Building Donor Loyalty

When looking for new donors and viewing current donors, nonprofits many times use a microscope whereby they seek to identify two critical elements. First what is the likelihood or propensity for that person to give and secondly what is the actual capacity or possible future capacity for the person to give.

Lately a tremendous amount of time and money has been spent in the realm of social media marketing. So called experts are telling many in the nonprofit arena that they need to be visible on all the various platforms like Facebook, LinkedIn, Twitter, YouTube, MySpace. The dazzling measures of Hits, Views, Fans, Tweets and Likes abound all which beg the question few are answering, does this make a tinker’s damn?

Unfortunately nonprofits have gotten caught up to believe that in the world of finding donors, if you plug into all the social media outlets this will be the shining silver bullet answer that saves your from ultimate demise or at the very least brings you a flood of new donors.

Recently it was reported that of the nation’s top fifty nonprofits ninety-two percent had at least one social media presence on their homepage namely Facebook and ninety percent linked to Twitter and seventy percent to YouTube.

However, unlike the for profits corporations such as Dell or Ford nonprofits are not using social media outlets to create brand awareness. They are instead hoping to attract new donors and money which is much more elusive.

Overall the real winners in the social media frenzy are the outlets themselves which in 2012 are expected to generate advertising revenue in the mind boggling neighborhood of $3.90 billion dollars with a large portion of that money is going directly to Facebook.

Focusing back on nonprofits, it all boils down to recognizing that people give to people first, long before the organization is thought about!

The majority of time a gift officer has during the day should be spent outside the office and not behind the safety of a desk. Time should be spent actively friend raise versus only thinking about fund raising. This is one of the many keys to building a loyal donor base!

This strategic mindset requires the organization to recognize that long term relationships take time to build. The organization needs to establish as many different “touch points” as possible in order to achieve success. Those touch points, however, must also be personal in nature and not some computer generated letter with a fake signature.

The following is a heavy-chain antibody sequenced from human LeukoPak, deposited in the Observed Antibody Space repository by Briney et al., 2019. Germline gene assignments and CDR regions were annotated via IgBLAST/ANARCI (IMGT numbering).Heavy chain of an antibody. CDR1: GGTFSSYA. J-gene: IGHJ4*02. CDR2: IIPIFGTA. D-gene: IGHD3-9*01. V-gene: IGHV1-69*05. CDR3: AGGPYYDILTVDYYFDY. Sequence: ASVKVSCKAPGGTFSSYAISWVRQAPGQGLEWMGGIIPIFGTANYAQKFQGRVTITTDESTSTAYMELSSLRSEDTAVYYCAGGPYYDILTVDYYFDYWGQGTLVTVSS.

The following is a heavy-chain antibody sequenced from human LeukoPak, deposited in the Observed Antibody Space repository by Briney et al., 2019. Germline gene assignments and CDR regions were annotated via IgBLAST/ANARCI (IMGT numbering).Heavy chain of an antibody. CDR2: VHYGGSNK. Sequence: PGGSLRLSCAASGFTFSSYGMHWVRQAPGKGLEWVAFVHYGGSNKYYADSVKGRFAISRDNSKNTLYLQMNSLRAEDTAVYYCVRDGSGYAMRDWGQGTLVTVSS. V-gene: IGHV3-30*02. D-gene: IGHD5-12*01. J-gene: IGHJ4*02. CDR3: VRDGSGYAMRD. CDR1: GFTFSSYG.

Every donor big or small is an individual. Everyone wants to be treated as such, so it is hard to have a one size fits all shoe that works. While no one wants to hear this, forget the box programs and step by step guides, you need to create your own plan of action for each person you want to bring into the fold.

As you know some donors like the limelight and want to be listed in your annual report or newsletter and others do not. Likewise, some enjoy personal visits more than others. Handwritten notes of appreciation seem to be universally appreciated, in my opinion, because it shows real evidence that someone took the time out of their schedule to respond in a more personal manner.

One thing you might want to consider is asking your foundation board members to consider establishing an annual Thank-A-Thon. A list of donor’s names and/or addresses would be provided with phone numbers and honestly it is not important to disclose the amounts given. Ask your board members to personally call and identify themselves as board members and tell the donor that they really appreciate their continual support and how much it means to the organization. The call does not have to be long and can even be left on a voice mail and should never be scripted but natural in the person’s own voice.

As part of your overall communications plan I think it is also a good idea to tout the organization’s different successes as often as possible as well as highlight other donors who have made substantial commitments, not only financial but those who have volunteered their time. People want to be a part of a successful organization.

Seek to find additional “touch points.” Everyone no matter the age will always open a red envelope on Valentine’s Day. Send an encouraging word of thanks to your donors telling them that they are the heart beat of your organization. Thanksgiving is another wonderful time to say thank you!

Final Facts to Remember:

Donors are not cash registers, so stop looking for the buttons to punch, but seek out what interests them about your organization.

Truly understand that there is a limited pool of dollars any one individual has or is willing to donate annually no matter how wealthy they are. It is equally important to adjust your thinking and recognize that even if a person is wealthy this does not mean that money has less value to them. Do not belittle a contribution in your own mind because YOU think the donor is capable of giving more. Treat each gift as if it was the person’s last dollar in their pocket.

Emotional appeals are fine occasionally but no one wants to cry themselves to sleep every night.

Recognize that social media bursts have a limited ability to create a true change, responses are rarely sustained.

The things that influences each of us changes as frequently as our own individual needs so be flexible.

Recognize that some donors are not looking for a “relationship” they want to remain single.

Lastly, don’t get offended if someone turns you down for a dance.

To learn more or if you have any questions feel free to send us an email.